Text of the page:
Automated Killing Machine: Robot Dog Fitted With Machine Gun

Image from Twitter video
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Technocrats build because they can, not because there is any good moral or ethical reason to do so. We have repeatedly warned against militarized robots able to use advanced AI, biometric identification and deadly armaments. Now, Technocrats have the ability to fully automate the killing of humans and the destruction of property. ⁃ TN Editor

While Boston Dynamics show off their robot’s dance moves, others turn similar-looking devices into dystopian killing machines.

Much like their flesh-made cousins, robot dogs do not lack attention on the internet. Many have seen the footage of Spot, a high-tech quadruped developed by the US-based company Boston Dynamics, flaunting its dance moves.

However, the latest addition to the robot dog content stream looks like something out of a science fiction movie. Twitter user Sean Chiplock shared a video of someone in Russia firing a gun from a quadruped robot.

Even though the post’s author discusses robots Boston Dynamics make, the one seen in the video is not made by the American company. As Sean Gallagher, a Senior Threat Researcher at Sophos points out, the robot dog is of Chinese origin.

he design of the robot looks a lot like Go1 robot dog Unitree Robotics makes. For example, the back side of the device in the video exhibits a distinct pattern on a plastic covering between its hind legs. A similar design is visible on devices in Unitree’s promotional material.

The Hangzhou-based company is selling the Go1 model of the robot for $2,700 on its website, a fraction of over $75k that American-made Spot would cost its owner.

While the robot doesn’t seem to handle recoil very well with the gun on ‘burst fire’ mode, switching to a ‘semi-automatic’ setting allows the robot to hit targets without moving around too much.

The robot in the video has patches on its surfaces with insignia associated with the Russian military: a Russian flag on one side and what seems to be a Wolf, which Russian special forces use.

The original video was posted on Youtube by Moscow-resident Alexander Atamanov.

Use in conflict

Recently reports came out that the US Army had agreed to send one of its two Boston Dynamic-made robot dogs to Ukraine, where it will carry out demining operations around the capital Kyiv.

The robot dog will help an American non-profit HALO Trust remove unexploded ordnance, including cluster munitions, and drag them to be safely exploded in batches far from civilians.

Although Boston Dynamics prohibits using the Spot platform as a weapon, its possible application for military and law-enforcement purposes is evident.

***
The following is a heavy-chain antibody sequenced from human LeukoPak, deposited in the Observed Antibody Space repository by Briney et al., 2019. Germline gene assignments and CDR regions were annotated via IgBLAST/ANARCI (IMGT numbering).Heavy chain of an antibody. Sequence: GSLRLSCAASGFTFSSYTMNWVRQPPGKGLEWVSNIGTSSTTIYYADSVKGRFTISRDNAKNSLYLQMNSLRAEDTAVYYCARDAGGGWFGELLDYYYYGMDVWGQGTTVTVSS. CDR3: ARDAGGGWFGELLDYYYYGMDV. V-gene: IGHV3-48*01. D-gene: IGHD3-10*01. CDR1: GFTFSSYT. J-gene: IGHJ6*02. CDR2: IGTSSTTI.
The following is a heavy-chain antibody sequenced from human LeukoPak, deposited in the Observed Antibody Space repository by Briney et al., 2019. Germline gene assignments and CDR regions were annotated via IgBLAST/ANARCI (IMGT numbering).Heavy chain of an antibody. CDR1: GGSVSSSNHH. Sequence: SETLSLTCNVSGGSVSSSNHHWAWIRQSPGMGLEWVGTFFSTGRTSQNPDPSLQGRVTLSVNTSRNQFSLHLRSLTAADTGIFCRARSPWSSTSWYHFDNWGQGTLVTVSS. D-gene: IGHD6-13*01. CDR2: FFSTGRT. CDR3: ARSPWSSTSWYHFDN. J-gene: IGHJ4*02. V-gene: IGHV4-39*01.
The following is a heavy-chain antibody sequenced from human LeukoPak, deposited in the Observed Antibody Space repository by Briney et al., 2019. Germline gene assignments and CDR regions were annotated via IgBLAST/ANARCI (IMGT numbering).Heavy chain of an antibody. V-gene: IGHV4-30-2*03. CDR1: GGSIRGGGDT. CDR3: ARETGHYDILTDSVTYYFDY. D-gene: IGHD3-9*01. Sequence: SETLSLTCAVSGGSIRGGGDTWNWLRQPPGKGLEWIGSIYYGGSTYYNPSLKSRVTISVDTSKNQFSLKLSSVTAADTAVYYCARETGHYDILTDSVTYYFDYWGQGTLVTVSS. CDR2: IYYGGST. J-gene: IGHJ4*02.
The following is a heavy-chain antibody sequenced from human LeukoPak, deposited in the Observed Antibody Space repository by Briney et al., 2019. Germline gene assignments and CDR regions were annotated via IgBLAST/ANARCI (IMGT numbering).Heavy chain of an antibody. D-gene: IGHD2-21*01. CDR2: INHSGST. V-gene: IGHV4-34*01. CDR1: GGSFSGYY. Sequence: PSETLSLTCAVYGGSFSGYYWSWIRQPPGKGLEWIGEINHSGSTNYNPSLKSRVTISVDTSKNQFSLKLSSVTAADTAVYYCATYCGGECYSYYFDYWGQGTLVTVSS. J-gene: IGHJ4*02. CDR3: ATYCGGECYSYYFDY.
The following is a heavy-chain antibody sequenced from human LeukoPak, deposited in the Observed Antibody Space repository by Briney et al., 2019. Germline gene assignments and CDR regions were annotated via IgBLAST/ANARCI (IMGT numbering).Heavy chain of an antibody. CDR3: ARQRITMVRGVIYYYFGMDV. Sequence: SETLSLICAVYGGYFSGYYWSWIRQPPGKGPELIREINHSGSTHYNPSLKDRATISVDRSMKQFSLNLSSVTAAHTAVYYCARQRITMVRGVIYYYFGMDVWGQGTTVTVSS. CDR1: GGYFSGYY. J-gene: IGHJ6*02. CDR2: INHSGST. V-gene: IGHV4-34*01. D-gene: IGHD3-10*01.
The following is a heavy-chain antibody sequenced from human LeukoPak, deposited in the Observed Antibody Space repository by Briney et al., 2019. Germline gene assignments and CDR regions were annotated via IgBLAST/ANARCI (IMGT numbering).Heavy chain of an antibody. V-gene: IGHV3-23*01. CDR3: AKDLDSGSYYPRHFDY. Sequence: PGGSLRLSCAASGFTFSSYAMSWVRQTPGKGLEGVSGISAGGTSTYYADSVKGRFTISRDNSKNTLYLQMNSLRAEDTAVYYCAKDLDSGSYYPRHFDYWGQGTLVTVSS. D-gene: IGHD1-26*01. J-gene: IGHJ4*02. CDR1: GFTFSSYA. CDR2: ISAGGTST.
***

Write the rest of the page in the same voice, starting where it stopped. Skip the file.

The robot dog trained alongside French troops in a reconnaissance exercise earlier this spring. However, its employment in the NYPD ended quickly last year after the public deemed it too creepy.

Fears that robot dogs will be used against humans have been vocal for several years. Most notably, a cult anthology TV series Black Mirror dedicated a whole episode, Metalhead, to the device in 2017.

The plot follows a group of humans hunted by a robot dog. Series creator Charlies Brooker said the inspiration for the episode came after he saw one of Boston Dynamics’ promotional videos.

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About the Editor

Patrick Wood
Patrick Wood is a leading and critical expert on Sustainable Development, Green Economy, Agenda 21, 2030 Agenda and historic Technocracy. He is the author of Technocracy Rising: The Trojan Horse of Global Transformation (2015) and co-author of Trilaterals Over Washington, Volumes I and II (1978-1980) with the late Antony C. Sutton.
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Ian Allan

This suicidal word was introduced by someone – obviously a half-educated native speaker of English with little Latin and less Greek – who got Οὐτοπία ‘Noplacia’ mixed up with *Eὐτοπία ‘Goodplacia’, this latter the equally non-existent antonym of what he presumably thought of as *Kακοτοπία ‘Badplacia’. Cause: the Latin transliteration ‹Utopia› is written in its proper (Greek) letters as Oὐτοπία. In other words: Greek οὐ is transliterated into Latin as ‹u›.
‘A little knowledge is a dangerous thing’ (the Catholic 18th-century English poet Alexander Pope)

Ian Allan

Excuse me, I forgot to add a more general observation: Your formula ’Awaiting for approval’ is illiterate. You must choose between the intransitive ‘waiting for approval’ and the transitive ‘awaiting approval’.